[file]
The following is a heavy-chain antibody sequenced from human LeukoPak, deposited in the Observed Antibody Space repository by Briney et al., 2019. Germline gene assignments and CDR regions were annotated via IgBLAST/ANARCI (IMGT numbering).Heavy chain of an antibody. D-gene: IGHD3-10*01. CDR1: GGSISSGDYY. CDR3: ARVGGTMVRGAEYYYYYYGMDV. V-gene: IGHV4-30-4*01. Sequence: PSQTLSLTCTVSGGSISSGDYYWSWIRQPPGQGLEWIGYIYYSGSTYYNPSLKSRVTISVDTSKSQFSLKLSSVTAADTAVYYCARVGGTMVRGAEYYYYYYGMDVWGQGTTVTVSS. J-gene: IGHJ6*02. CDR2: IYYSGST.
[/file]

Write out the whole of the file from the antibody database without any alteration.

The following is a heavy-chain antibody sequenced from human LeukoPak, deposited in the Observed Antibody Space repository by Briney et al., 2019. Germline gene assignments and CDR regions were annotated via IgBLAST/ANARCI (IMGT numbering).Heavy chain of an antibody. D-gene: IGHD3-10*01. CDR1: GGSISSGDYY. CDR3: ARVGGTMVRGAEYYYYYYGMDV. V-gene: IGHV4-30-4*01. Sequence: PSQTLSLTCTVSGGSISSGDYYWSWIRQPPGQGLEWIGYIYYSGSTYYNPSLKSRVTISVDTSKSQFSLKLSSVTAADTAVYYCARVGGTMVRGAEYYYYYYGMDVWGQGTTVTVSS. J-gene: IGHJ6*02. CDR2: IYYSGST.